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Wallenberg Pachaly, A.v. (1995). A group-dynamic understanding of structural violence and group psychotherapy. Free Associations, 5(2):221-238.

(1995). Free Associations, 5(2):221-238

A group-dynamic understanding of structural violence and group psychotherapy

Andreas von Wallenberg Pachaly

In this paper, I wish to discuss the political or social dimension of psychoanalysis in general, and psychoanalytic group-therapy in particular. To begin with, I want to introduce the concept of structural violence put forward by Johan Galtung in the early 1970s. Next, I wish to develop a group-dynamic understanding of this concept as well as attempt a psycho- and group-historical understanding. This will help diagnose the impact of structural violence on the personality structure of an individual patient. I understand this as the petrified and internalized group-dynamics of the individual's primary group. The next step will be to integrate the psycho-historical and group-dynamic concept of structural violence and the dimension of group therapy as a way of encountering other human beings, here and now, as well as to make alive their past experience in the here and now. This means that through transference and countertransference and, above all, through the process of externalizing an internalized interpersonal matrix through the matrix of the member patients and the person of the therapist, we can get hold of the interpersonal fabric that enforces structural violence—as well as its effects—in the personality structure of the individual patient.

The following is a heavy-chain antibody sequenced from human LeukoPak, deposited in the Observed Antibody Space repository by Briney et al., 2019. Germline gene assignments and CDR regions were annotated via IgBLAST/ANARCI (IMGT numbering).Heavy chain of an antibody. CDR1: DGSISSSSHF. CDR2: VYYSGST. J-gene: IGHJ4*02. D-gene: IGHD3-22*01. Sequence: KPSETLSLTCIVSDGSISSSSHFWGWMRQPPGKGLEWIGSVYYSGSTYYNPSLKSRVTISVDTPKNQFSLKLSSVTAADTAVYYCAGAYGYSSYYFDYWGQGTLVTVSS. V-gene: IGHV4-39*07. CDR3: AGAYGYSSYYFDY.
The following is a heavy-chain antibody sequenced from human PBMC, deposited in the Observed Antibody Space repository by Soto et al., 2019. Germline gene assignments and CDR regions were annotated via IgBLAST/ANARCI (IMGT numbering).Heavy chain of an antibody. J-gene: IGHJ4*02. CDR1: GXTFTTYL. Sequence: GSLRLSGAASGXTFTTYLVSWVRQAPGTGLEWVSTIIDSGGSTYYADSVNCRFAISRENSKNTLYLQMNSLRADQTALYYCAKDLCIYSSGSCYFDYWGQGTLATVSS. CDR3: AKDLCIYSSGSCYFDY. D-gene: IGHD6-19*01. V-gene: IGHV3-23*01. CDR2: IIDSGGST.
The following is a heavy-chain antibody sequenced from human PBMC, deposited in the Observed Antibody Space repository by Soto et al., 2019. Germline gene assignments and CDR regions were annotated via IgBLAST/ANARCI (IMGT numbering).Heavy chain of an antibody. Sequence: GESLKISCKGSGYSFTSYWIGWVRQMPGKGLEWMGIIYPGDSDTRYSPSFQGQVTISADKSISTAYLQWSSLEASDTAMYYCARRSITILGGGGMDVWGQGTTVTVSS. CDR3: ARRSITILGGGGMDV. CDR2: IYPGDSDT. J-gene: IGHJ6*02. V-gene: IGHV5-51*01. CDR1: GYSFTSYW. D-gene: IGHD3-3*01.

Through the pattern of the differentiated developmental state of a patient's ego-functions, by the group-dynamic position and by the interpersonal fabric “produced,” we can diagnose what structural violence has done to a particular patient, how it has damaged personality-growth, and how it cripples interpersonal capacities.

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